A couple weeks ago we grilled out with some friends. The food wasn't anything special, but we had a couple beers I had bought on my Easter weekend beer forage. They were a good choice.
They were both He'Brew beers: we drank a MONUMENTAL JEWBELATION, and a BITTERSWEET LENNY'S R.I.P.A..
In general, we start at the lighter-coloured brews and move to the darker ones. A cursory look at each bottle against the light showed that the Lenny's was significantly paler than the Jewbelation, so we started there.
BITTERSWEET LENNY'S R.I.P.A. is an "IPA" that contains rye. In other words, it's not an IPA. But it is very good. In fact, it was a great beer.
For the non-beer people, a brief description of some styles. Please understand I am greatly over-simplifying here. The main distinct ingredients in beer are barley and hops. Barley is malted in the brewing process, which creates a vaguely sweet flavour. Hops, in contrast, are bitter. Thus, a lot of the flavours in beer are from the varying balance of hop bitterness vs. malt sweetness. There are three main "bitter" families of beer, all British in origin: Bitter, Extra-Special Bitter (ESB), and India Pale Ale (IPA).
Bitter is a coppery-coloured, top-fermenting beer. It tends to favour hop over malt, so that the result is a nicely bitter beer. The difference between "bitter" and "pale ale" is vague: "bitter" is a type of "pale ale".
ESB is a high-alcohol bitter. It is not necessarily higher in hop content, although it might be. The most commonly known is probably Fuller's ESB. My current drinking beer is Bridgeport ESB, from Oregon. The term "high-alcohol" is perhaps misleading. British beers can be as low in alcohol as 3% ABV. Budweiser and similar swill are typically 5% ABV. Bridgeport ESB is 6.1% ABV.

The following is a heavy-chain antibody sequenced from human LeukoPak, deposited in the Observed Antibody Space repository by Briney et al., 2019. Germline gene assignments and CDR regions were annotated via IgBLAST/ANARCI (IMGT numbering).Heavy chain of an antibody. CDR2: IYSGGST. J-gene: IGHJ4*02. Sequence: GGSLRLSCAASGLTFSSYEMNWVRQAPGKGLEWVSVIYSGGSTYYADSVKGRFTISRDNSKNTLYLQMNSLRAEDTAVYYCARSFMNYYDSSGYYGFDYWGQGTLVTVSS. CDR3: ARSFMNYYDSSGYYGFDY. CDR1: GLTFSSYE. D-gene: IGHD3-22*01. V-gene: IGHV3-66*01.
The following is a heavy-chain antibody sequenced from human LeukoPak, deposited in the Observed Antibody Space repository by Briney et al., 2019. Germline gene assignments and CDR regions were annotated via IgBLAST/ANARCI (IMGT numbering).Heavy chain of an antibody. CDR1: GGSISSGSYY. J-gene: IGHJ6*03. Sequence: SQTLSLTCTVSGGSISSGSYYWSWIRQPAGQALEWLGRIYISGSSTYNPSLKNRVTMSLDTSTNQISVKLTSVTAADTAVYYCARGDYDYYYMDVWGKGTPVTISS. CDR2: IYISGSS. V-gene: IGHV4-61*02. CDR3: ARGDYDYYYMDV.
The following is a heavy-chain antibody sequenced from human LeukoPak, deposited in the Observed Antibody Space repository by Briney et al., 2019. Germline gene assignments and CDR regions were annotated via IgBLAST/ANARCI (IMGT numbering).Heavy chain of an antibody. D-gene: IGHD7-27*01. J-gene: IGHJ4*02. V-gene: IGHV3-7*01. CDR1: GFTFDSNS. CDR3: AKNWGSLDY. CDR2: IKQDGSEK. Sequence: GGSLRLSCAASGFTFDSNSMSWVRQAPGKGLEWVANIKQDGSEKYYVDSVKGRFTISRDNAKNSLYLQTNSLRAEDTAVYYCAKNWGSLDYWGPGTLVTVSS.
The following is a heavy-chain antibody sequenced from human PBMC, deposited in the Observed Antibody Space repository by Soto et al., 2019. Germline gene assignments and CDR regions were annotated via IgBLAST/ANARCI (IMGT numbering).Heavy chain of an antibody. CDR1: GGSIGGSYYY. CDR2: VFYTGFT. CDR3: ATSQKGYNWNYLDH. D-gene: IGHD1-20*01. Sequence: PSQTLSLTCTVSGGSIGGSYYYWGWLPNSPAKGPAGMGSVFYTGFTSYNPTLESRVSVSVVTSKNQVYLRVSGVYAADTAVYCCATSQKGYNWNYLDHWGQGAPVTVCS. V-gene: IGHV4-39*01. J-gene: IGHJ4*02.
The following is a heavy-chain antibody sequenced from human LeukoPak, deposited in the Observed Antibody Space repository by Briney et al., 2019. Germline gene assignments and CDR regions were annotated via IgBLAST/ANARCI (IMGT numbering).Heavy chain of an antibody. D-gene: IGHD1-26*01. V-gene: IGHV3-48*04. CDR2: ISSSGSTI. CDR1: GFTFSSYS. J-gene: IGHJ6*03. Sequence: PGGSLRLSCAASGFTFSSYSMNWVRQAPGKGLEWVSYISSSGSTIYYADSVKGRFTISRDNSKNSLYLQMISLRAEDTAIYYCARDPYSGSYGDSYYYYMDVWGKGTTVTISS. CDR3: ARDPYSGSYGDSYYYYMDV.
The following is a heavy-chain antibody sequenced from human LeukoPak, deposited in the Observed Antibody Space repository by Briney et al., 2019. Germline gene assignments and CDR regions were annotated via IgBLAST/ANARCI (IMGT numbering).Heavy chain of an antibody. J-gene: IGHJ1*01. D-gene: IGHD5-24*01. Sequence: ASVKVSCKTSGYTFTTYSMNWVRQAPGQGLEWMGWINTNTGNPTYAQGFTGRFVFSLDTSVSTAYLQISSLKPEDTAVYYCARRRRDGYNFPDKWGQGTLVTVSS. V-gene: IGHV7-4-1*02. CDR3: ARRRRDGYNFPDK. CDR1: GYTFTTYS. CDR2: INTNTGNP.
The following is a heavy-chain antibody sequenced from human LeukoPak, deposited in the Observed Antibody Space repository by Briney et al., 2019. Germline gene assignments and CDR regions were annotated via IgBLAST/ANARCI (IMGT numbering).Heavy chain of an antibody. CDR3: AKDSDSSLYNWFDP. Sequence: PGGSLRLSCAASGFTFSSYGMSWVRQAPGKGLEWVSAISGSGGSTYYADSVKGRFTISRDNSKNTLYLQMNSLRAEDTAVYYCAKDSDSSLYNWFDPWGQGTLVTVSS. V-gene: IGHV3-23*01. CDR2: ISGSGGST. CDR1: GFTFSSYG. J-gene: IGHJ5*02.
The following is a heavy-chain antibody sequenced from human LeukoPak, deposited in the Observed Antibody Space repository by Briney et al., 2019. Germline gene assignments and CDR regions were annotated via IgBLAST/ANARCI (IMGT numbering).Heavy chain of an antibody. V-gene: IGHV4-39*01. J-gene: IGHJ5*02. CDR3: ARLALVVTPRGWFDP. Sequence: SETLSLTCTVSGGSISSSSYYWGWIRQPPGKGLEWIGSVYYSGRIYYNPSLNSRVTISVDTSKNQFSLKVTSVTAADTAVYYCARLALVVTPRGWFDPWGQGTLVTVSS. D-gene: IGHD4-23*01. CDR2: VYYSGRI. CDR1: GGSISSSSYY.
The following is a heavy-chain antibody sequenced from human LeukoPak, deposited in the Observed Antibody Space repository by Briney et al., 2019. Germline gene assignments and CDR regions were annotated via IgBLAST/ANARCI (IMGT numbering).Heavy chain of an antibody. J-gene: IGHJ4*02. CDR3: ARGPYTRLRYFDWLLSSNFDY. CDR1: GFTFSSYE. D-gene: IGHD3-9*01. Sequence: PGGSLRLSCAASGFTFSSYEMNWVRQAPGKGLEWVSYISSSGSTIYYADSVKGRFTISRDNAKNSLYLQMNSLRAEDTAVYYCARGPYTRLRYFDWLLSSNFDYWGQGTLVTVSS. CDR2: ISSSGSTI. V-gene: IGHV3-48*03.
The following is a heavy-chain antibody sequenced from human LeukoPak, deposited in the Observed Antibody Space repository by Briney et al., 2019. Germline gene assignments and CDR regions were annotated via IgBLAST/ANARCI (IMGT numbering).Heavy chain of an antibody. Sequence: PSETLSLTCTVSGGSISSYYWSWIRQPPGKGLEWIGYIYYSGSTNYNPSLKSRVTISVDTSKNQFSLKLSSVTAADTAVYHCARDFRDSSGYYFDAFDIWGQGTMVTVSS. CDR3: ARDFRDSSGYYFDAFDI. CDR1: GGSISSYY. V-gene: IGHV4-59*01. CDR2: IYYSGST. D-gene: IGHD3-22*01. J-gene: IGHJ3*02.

IPA is extremely hoppy, and frequently very high in alcohol. Legend has it that IPA was developed by the British as a way to get beer to India for the troops. The super-hoppy IPA was supposed to be like a "beer concentrate" that would withstand the rigours of the voyage to India without spoiling. If memory serves, the IPA was supposed to be watered when it arrived to produce something more like an ESB, but no one does that anymore.
Americans have added a level to the traditional IPA, in so-called "hop monsters". These are beers more or less designed to prove they can actually be made. Some are undrinkably bitter, and they frequently live in the 10+% ABV range. I don't have a lot of use for these, as a rule; although I've tasted a few.
So Lenny's is perhaps not really an IPA, but it is a very good beer.
The addition of rye to a very hoppy recipe makes an interesting beer. The beer is much maltier than any IPA I've ever tried, and the rye adds a spicy darkness. You can see from the photo that the beer is almost amber in colour. The alcohol content is 10% ABV.
I'll buy more if I stumble across it.
The second of the night was MONUMENTAL JEWBELATION:
Consider the colour of that beer. The alcohol content was 10% ABV, and the flavour was every bit as dark as it looks; although it wasn't as malty as I expected.
This beer is almost attempting to play in the "Belgian Ale" category; which is exactly where I don't see He'Brew as a competitor. I've said it before: the only North American breweries that do "Belgian" right are Unibroue and Ommegang (and possibly Dragon Mead, but I haven't sampled enough of their offerings to swear to it). There are any number of excellent American breweries, but they almost always like to push the envelope, and "Belgian" is best in the traditional form. That's not to say I won't drink the other offerings! But I find I much prefer the conservative approach of Unibroue and Ommegang.
Nevertheless, Jewbelation was a treat. If you see one in the store, pick it up. The label is enough reason in itself to buy one of these.